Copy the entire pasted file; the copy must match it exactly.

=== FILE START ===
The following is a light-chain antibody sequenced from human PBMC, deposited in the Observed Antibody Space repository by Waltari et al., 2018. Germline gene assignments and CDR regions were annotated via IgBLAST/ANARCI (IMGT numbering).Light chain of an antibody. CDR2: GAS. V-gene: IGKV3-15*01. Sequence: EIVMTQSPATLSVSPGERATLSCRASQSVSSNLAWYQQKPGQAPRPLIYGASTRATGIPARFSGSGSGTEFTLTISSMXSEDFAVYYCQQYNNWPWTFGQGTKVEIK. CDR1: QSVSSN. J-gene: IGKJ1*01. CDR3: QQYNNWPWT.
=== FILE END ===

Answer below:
The following is a light-chain antibody sequenced from human PBMC, deposited in the Observed Antibody Space repository by Waltari et al., 2018. Germline gene assignments and CDR regions were annotated via IgBLAST/ANARCI (IMGT numbering).Light chain of an antibody. CDR2: GAS. V-gene: IGKV3-15*01. Sequence: EIVMTQSPATLSVSPGERATLSCRASQSVSSNLAWYQQKPGQAPRPLIYGASTRATGIPARFSGSGSGTEFTLTISSMXSEDFAVYYCQQYNNWPWTFGQGTKVEIK. CDR1: QSVSSN. J-gene: IGKJ1*01. CDR3: QQYNNWPWT.